The two other geothermal prospects of Chevron are the PNOC Renewables Corporation-Magma Energy Resources project covering 23,328 hectares of land in Buguias, Benguet province and Tinoc, Ifugao province; and the PRC-Magma project covering 36,288 hectares geothermal fields and plants in the Bontoc, Sadanga and Barlig towns of Mountain Province. The APC Group also owns the Mainit-Sadanga geothermal project in Mountain Province covering 58,911 hectares and has a power-generation potential of 60-100 MW, and the Buguias-Tinoc geothermal prospect in the provinces of Benguet and Ifugao. APC Group is open to selling the project, which Chevron might acquire. 

Impact of Chevron’s GLOBAL Operations

While the people of the world clamor for solutions to the climate crisis, Chevron’s energy operations continue to contribute largely in GHG emissions. In 2009, the California Air Resources Board revealed that Chevron is the single largest stationary emitter of GHG in California. Numerous oil spills and dumping of toxic pollutants were reported in various areas of Chevron’s operations in the US, Ecuador, Angola, Brazil, Indonesia, Philippines and other parts of the world where it operates. Chevron’s oil, gas, mining and energy operations are causing massive pollution, contamination and destruction of ecosystems and biodiversity, forests, bodies of water, lands, and the air.

In Chevron’s oil operations worldwide, massive amount of chemicals are released daily into the atmosphere including Benzene, a known carcinogen which can cause nausea, fatigue, impaired speech, tremors, depression, cerebral atophy, liver and kidney damage, cardiac arrhythmia and death. In Ecuador, scientific surveys have confirmed that the rates of cancer, including mouth, stomach and uterine cancer; abnormal number of miscarriages; and birth defects among children whose mothers were exposed to contaminated water are elevated in areas contaminated by Texaco’s oil project. Chevron is also responsible for widespread health problems in Richmond, California, where one of Chevron’s largest oil refineries is located, including high rates of lupus, skin rashes, rheumatic fever, liver problems, kidney problems, tumors, cancer, asthma, and eye problems. At least 15,000 people were brought to hospitals for treatment of respiratory complications and other illnesses resulting from a massive pipeline leak in 2012. Richmond is said to have the highest rates of asthma in the US, and one of the highest rates of cancer.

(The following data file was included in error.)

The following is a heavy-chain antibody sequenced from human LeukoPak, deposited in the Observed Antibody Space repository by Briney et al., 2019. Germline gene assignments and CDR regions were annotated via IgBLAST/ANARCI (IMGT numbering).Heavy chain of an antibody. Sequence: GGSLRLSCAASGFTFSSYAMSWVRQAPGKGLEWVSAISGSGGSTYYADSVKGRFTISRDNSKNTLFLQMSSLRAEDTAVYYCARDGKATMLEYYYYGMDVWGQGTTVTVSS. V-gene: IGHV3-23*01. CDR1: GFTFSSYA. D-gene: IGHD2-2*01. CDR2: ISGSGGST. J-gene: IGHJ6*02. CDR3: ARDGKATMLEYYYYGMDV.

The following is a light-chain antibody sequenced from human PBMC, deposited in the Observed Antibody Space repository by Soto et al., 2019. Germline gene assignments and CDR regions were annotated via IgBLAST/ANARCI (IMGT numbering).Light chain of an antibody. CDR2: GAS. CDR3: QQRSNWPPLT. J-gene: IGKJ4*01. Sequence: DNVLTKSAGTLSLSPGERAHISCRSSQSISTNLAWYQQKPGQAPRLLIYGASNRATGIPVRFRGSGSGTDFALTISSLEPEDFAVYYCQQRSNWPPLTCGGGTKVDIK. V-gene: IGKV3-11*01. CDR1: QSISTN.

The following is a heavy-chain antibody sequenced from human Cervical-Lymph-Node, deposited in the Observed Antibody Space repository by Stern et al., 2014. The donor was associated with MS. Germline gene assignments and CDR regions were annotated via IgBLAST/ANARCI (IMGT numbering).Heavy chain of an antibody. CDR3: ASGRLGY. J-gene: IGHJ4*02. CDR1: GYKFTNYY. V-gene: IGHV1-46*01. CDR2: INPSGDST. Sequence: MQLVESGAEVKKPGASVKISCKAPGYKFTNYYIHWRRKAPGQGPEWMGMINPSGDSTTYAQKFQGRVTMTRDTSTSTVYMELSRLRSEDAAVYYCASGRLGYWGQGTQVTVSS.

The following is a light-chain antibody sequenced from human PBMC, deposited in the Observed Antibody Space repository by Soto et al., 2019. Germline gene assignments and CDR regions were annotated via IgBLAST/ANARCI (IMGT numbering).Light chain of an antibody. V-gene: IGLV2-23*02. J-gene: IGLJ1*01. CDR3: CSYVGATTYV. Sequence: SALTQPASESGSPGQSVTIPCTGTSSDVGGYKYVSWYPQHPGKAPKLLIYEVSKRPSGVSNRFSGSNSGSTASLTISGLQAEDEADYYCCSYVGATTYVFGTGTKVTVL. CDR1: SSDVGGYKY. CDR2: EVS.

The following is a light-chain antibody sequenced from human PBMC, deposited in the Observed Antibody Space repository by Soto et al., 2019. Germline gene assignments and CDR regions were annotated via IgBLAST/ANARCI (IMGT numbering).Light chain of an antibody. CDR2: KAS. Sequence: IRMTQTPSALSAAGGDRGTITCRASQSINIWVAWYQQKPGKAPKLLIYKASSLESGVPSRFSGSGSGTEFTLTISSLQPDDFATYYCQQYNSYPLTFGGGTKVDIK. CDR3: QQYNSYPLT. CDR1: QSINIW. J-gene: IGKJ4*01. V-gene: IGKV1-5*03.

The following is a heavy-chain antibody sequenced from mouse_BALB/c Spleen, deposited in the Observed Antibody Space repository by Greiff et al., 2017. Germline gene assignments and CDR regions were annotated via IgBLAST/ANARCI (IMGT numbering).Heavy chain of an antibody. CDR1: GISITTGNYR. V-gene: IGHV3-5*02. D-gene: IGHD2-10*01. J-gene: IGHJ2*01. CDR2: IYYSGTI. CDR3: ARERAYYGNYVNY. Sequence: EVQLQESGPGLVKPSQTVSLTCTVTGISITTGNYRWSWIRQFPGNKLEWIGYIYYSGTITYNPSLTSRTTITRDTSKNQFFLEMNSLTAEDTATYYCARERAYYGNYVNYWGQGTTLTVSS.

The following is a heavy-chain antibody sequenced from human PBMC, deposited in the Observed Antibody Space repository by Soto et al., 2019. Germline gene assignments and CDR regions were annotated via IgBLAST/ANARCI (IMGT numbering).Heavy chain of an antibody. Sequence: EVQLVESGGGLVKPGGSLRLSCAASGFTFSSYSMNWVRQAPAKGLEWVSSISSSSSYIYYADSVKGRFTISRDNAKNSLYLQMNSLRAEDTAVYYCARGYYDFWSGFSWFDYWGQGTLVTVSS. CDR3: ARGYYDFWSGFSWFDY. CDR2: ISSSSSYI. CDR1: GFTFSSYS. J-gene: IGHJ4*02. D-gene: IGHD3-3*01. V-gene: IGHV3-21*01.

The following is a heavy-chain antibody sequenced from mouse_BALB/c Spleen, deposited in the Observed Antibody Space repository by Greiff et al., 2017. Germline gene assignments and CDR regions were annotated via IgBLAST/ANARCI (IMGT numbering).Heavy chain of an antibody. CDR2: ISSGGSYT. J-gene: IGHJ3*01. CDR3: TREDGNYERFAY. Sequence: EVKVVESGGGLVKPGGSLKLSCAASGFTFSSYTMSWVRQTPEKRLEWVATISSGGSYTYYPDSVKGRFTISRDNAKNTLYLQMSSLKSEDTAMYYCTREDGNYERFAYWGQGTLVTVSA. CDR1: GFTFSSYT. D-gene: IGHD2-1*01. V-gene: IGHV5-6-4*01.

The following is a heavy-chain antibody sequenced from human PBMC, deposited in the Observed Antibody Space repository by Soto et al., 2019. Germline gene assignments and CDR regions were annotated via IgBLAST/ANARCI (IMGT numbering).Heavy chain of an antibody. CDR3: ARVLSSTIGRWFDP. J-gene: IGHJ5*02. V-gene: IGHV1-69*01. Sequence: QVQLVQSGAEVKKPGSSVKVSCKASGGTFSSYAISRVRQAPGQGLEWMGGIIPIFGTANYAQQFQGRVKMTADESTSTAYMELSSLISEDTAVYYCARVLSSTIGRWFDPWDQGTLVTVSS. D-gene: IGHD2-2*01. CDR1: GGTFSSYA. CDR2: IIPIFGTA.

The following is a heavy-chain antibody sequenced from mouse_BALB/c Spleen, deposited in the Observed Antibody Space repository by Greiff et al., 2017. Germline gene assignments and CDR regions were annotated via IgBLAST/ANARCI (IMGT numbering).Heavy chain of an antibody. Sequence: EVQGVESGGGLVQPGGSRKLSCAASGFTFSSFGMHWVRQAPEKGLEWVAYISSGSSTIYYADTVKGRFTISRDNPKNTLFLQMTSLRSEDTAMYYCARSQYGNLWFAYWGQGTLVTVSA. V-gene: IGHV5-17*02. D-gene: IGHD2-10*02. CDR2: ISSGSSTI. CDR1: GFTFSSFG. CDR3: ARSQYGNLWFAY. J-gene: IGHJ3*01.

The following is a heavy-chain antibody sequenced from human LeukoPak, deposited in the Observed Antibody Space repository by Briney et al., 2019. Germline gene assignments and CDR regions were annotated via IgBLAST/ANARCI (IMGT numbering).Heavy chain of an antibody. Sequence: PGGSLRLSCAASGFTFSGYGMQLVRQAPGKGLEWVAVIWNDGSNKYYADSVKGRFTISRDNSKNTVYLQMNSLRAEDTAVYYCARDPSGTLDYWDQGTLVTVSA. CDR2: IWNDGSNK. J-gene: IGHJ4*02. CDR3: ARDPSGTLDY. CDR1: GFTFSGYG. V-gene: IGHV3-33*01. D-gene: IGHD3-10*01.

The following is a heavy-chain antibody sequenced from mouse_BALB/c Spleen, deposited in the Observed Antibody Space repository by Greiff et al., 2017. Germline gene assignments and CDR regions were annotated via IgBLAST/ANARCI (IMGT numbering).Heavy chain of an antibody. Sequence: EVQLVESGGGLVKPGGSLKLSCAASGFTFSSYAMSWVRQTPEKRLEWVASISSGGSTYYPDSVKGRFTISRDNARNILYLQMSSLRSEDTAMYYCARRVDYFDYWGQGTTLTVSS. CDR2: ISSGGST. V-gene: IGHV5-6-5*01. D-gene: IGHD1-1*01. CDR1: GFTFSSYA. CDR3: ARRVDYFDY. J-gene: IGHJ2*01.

Violations of Indigenous Peoples’ Rights and Human Rights

Chevron operates profit-driven and destructive projects at the cost of indigenous peoples’ lives; violating their inherent collective rights over ancestral lands and territories, forests and natural resources, self-determination, culture and identity, and human rights. It is also violating indigenous peoples’ right to Free, Prior and Informed Consent (FPIC) as in the case of its geothermal projects in the Cordillera, Philippines, in Ecuador and other indigenous territories in different countries.

Majority of the affected indigenous communities oppose Chevron’s geothermal energy project in Kalinga and other prospects in the Cordillera, Philippines. However, the government’s National Commission on Indigenous Peoples (NCIP) that is facilitating the FPIC of affected indigenous communities is working in favor of the company. In Chevron’s Kalinga project, the NCIP faked the FPIC of one of the affected communities. NCIP has also ignored community petitions against the project. Chevron’s geothermal energy projects are also causing divisions and conflicts among the affected communities.